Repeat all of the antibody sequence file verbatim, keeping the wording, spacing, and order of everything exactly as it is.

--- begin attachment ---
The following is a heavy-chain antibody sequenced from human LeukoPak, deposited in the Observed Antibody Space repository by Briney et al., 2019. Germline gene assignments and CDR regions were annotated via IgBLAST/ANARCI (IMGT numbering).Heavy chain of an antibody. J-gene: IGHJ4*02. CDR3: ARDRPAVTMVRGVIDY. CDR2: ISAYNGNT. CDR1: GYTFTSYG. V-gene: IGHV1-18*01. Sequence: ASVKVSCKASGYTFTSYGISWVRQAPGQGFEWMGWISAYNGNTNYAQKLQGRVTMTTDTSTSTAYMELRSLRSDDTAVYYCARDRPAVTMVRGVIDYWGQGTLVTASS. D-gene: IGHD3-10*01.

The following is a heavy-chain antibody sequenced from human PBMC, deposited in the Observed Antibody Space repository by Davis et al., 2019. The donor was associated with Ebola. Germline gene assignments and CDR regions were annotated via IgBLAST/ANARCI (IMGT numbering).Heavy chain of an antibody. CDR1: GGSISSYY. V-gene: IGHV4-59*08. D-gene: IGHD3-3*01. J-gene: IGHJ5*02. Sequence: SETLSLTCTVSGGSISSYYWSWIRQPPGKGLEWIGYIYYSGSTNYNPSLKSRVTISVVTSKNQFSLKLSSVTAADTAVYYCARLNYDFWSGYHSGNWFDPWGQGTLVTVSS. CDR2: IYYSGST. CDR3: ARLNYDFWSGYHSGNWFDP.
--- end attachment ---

The following is a heavy-chain antibody sequenced from human LeukoPak, deposited in the Observed Antibody Space repository by Briney et al., 2019. Germline gene assignments and CDR regions were annotated via IgBLAST/ANARCI (IMGT numbering).Heavy chain of an antibody. J-gene: IGHJ4*02. CDR3: ARDRPAVTMVRGVIDY. CDR2: ISAYNGNT. CDR1: GYTFTSYG. V-gene: IGHV1-18*01. Sequence: ASVKVSCKASGYTFTSYGISWVRQAPGQGFEWMGWISAYNGNTNYAQKLQGRVTMTTDTSTSTAYMELRSLRSDDTAVYYCARDRPAVTMVRGVIDYWGQGTLVTASS. D-gene: IGHD3-10*01.

The following is a heavy-chain antibody sequenced from human PBMC, deposited in the Observed Antibody Space repository by Davis et al., 2019. The donor was associated with Ebola. Germline gene assignments and CDR regions were annotated via IgBLAST/ANARCI (IMGT numbering).Heavy chain of an antibody. CDR1: GGSISSYY. V-gene: IGHV4-59*08. D-gene: IGHD3-3*01. J-gene: IGHJ5*02. Sequence: SETLSLTCTVSGGSISSYYWSWIRQPPGKGLEWIGYIYYSGSTNYNPSLKSRVTISVVTSKNQFSLKLSSVTAADTAVYYCARLNYDFWSGYHSGNWFDPWGQGTLVTVSS. CDR2: IYYSGST. CDR3: ARLNYDFWSGYHSGNWFDP.